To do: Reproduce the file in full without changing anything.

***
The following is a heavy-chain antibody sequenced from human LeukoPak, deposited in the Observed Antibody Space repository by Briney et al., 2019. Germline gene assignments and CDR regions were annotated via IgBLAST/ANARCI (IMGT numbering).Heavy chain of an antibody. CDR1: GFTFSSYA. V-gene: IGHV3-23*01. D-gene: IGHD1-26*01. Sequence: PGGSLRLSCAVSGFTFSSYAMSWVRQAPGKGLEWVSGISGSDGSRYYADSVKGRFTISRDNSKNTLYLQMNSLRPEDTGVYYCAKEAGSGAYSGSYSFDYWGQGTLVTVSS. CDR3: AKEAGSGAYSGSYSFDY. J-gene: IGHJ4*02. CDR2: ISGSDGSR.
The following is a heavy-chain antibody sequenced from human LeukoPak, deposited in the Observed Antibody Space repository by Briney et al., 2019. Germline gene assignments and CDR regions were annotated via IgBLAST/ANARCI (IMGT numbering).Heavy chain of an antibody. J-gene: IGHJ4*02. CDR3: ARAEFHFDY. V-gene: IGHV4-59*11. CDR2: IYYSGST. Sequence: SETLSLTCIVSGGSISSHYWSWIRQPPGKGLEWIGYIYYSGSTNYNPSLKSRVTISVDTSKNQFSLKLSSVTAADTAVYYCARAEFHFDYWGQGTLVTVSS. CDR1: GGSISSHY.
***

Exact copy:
The following is a heavy-chain antibody sequenced from human LeukoPak, deposited in the Observed Antibody Space repository by Briney et al., 2019. Germline gene assignments and CDR regions were annotated via IgBLAST/ANARCI (IMGT numbering).Heavy chain of an antibody. CDR1: GFTFSSYA. V-gene: IGHV3-23*01. D-gene: IGHD1-26*01. Sequence: PGGSLRLSCAVSGFTFSSYAMSWVRQAPGKGLEWVSGISGSDGSRYYADSVKGRFTISRDNSKNTLYLQMNSLRPEDTGVYYCAKEAGSGAYSGSYSFDYWGQGTLVTVSS. CDR3: AKEAGSGAYSGSYSFDY. J-gene: IGHJ4*02. CDR2: ISGSDGSR.
The following is a heavy-chain antibody sequenced from human LeukoPak, deposited in the Observed Antibody Space repository by Briney et al., 2019. Germline gene assignments and CDR regions were annotated via IgBLAST/ANARCI (IMGT numbering).Heavy chain of an antibody. J-gene: IGHJ4*02. CDR3: ARAEFHFDY. V-gene: IGHV4-59*11. CDR2: IYYSGST. Sequence: SETLSLTCIVSGGSISSHYWSWIRQPPGKGLEWIGYIYYSGSTNYNPSLKSRVTISVDTSKNQFSLKLSSVTAADTAVYYCARAEFHFDYWGQGTLVTVSS. CDR1: GGSISSHY.